Epsom Supper Club
If you're bored of your local gastropub, book for this super-cool supper club in Epsom. But be quick - it sells out quick.
I’d like to think the Epsom Supper Club is a secret dining club – one that only those in the know (like me!?) are wise to. But the truth is, the secret has got out. Because this pop-up dining event, hosted by private chef Laura Scott, is sold out for weeks in advance. Last time I looked, there were a couple of spots still available at the Dec 13 event. After that you’re looking at next year. Be quick people, it’s worth booking your place.
It’s dreamy – and quite befitting a not-so-secret supper club – set within the imposing Victorian walls of Glyn House, a former school that’s been turned into three striking apartments, in Epsom. Laura and her husband Charlie have recently refurbed the kitchen and dining room, and it’s a spectacular space. They interconnect, while still remaining sort of separate, both looking out of enormously tall French windows onto a terrace. I went recently, so it was dark quite quickly, but in the summer months guests spill out onto the terrace for their welcome drink.
The dining room has a long banquet table – and all of the diners are seated together around here. It’s a friendly and sociable vibe, and you’ll certainly get chatting to the people sitting next to you, which is really half the fun. There’s plenty to chat about – aside from the food. The house itself is a talking point, as well as the cool art that Laura and Charlie have hanging on the dark blue walls.
SCOFF & QUAFF
As with most supper clubs it was a set menu and Laura’s seasonal dishes did not disappoint. We started with beetroot, fennel and orange soup, with beetroot crisps, sour cream and chives. It looked stunning – all vibrant reds – and tasted amazing. They’re not flavours I’d ever in a million years thing to put together, but they chimed together brilliantly.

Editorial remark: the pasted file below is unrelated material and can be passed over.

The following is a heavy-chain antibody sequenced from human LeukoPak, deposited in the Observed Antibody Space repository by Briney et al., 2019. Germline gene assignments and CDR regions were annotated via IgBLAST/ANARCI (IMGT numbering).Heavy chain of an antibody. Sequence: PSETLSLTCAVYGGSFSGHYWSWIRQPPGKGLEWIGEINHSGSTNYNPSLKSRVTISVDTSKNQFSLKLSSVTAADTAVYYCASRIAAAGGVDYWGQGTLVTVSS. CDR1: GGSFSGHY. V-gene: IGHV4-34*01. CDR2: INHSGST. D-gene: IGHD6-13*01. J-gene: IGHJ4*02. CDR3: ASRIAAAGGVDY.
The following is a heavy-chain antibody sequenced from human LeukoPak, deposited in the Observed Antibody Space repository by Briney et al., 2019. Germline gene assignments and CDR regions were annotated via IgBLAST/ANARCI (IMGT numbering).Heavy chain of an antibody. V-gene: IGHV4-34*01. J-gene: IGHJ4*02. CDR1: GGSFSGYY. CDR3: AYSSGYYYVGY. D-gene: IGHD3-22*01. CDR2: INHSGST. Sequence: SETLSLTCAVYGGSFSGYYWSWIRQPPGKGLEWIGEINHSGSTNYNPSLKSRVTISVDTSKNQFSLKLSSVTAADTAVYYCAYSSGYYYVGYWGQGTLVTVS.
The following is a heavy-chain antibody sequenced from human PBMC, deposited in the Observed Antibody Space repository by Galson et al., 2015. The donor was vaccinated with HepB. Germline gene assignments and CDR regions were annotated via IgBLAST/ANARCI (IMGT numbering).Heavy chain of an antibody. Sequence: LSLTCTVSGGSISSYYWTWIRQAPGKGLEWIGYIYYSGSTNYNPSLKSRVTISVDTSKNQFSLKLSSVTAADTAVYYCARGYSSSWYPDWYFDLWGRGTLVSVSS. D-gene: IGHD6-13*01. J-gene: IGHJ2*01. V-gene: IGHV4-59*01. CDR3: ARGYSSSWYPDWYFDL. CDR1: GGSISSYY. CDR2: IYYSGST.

Next up was a chicory and cauliflower caesar salad, with a vegan cashew dressing and roasted chickpeas – another combination that worked brilliantly together.
The main was crispy roast duck leg, with cherries and a red wine duck jus, celeriac remoulade, smoked garlic and brown butter mash and stir fried seasonal greens. I had salmon instead of the duck – and it was divine. All of it. Those with duck, looked just has happy.
Moving on to pud, and it was burnt cheesecake with spiced caramelised apples and pumpkin pie ice-cream. The pumpkin pie ice-cream had me intrigued, when I saw it on the menu, but I have so say it was all perfect. We ended the evening with home made dark rum truffles and coffee or mint tea – it was a great finale to a wonderfully prepared dinner.
THE MUDDY VERDICT
Good for: Sociable foodie types, and those looking for something a bit different from their usual dinner out.
Not for: If you don’t like small talk, it’s probably not for you – this is all about meeting people and being open to new experiences. And if you want to make your own food selection, I’d steer clear.
The damage: At £35 per person, it’s brilliant value for such a high standard of cooking. You’d pay a lot more in a fancy restaurant. Wine is BYO, which makes it even better.